The Lutheran Confessions contain references to the three holy orders.  In the exposition of the Fourth Commandment in the Large Catechism Dr. Luther refers to natural fathers, governmental leaders, and spiritual fathers. [Luther on 4th Commandment]  It is no coincidence that Luther wrote in this manner regarding the Fourth Commandment. The Christian family and parental authority were key components in the doctrine of vocation.  Similarly, in the Augsburg Confession, Philipp Melanchthon wrote that the Gospel did not undermine secular government and marriage but rather leads Christians to participate in all stations in life through love. [Civic Affairs in Augsburg Confession]

Dr. Luther purposely contrasted the call to ordinary living in faith to monks whose external works only appeared spiritual.  The world considers self-chosen religious activity as a true service to God.  However, Luther responded that anyone’s daily activity done in faith was a service to God that surpassed monastic holiness.  This argument first appeared in The Babylonian Captivity of the Church where he advised against joining a religious order or becoming a priest, unless someone understood that all tasks done in faith, were equal in God’s sight.  Luther concluded, “…the menial housework of a manservant or maidservant is often more acceptable to God than all the fastings and others works of a monk or priest because the monk or priest lacks faith.” [Babylonian Captivity, LW 36:78]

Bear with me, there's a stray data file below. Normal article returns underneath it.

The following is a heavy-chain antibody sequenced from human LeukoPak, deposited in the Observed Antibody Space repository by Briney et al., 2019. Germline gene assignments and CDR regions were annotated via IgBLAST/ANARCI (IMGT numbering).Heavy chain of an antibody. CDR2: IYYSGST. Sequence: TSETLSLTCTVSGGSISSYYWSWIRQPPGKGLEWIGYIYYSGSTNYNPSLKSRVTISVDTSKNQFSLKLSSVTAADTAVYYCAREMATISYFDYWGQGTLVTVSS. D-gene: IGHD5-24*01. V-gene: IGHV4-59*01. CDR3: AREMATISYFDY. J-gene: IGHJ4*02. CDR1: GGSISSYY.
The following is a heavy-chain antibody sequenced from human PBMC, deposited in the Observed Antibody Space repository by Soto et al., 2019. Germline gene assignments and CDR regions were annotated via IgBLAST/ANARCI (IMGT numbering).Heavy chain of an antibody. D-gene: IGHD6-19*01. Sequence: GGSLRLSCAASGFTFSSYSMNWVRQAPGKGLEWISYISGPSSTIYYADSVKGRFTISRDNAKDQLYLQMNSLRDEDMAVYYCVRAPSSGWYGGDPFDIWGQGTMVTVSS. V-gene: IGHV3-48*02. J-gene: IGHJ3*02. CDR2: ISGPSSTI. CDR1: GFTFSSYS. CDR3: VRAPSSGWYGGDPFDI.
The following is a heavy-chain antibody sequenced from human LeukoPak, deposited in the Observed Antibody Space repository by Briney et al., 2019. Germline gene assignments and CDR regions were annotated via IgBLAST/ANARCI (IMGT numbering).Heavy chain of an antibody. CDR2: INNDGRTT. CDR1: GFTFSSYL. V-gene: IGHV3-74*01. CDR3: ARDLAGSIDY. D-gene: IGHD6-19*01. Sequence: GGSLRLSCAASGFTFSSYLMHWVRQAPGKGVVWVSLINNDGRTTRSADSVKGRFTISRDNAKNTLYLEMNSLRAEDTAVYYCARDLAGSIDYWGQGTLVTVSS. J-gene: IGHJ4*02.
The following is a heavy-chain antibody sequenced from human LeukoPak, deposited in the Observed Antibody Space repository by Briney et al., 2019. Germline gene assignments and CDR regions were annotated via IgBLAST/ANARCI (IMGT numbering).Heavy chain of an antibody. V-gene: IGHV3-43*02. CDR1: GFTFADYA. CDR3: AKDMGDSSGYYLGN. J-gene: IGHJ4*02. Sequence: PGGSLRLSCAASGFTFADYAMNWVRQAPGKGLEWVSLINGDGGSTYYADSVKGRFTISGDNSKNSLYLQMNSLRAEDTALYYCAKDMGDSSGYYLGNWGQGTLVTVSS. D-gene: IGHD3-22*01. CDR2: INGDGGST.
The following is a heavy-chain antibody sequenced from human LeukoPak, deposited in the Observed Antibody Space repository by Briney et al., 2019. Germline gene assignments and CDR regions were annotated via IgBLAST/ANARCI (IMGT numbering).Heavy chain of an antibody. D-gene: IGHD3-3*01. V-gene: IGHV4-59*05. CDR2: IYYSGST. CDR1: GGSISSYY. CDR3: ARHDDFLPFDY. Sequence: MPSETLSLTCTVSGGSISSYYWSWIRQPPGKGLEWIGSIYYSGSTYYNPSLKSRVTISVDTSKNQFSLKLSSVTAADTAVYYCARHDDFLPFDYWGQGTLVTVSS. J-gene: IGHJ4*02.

About Dr. Matthew Phillips

My name is C. Matthew Phillips and I am an Associate Professor of History at Concordia University, Nebraska. I completed my Ph.D. in medieval European history at Saint Louis University in 2006. My research has focused on medieval monasticism, preaching, devotion to the True Cross, and the Crusades. Additionally, I have interests in medieval and early modern European education and the writings and life of Martin Luther.

At Concordia I teach World Civilization I, World Civilization II, Europe Since 1914, Early and Medieval Christianity, Renaissance and Reformation, The Medieval Crusades, The History of Imperial Russia and the Soviet Union, and The Modern Middle East.


Comments

Luther on Vocation and the Christian Life-Part I — 2 Comments

  1. Dr. Phillips, this is very good. I look forward to reading part 2. So much of church growth literature seems to build on the doctrine of vocation but the authors won’t go so far as to admit it. Is there a difference, and is vocation in the left hand kingdom only?

    Also, are you related to Jonathan Phillips, author of The Fourth Crusade and the Sack of Constantinople?

  2. @Mark #1

    Thank you.

    I’m not familiar with church growth literature, so I’ll let others comment on that.

    The doctrine of vocation applies to both the right hand and the left hand kingdoms.

    We are not related but I do know him. He’s an excellent Crusades scholar. I’d recommend his book on the Second Crusade too.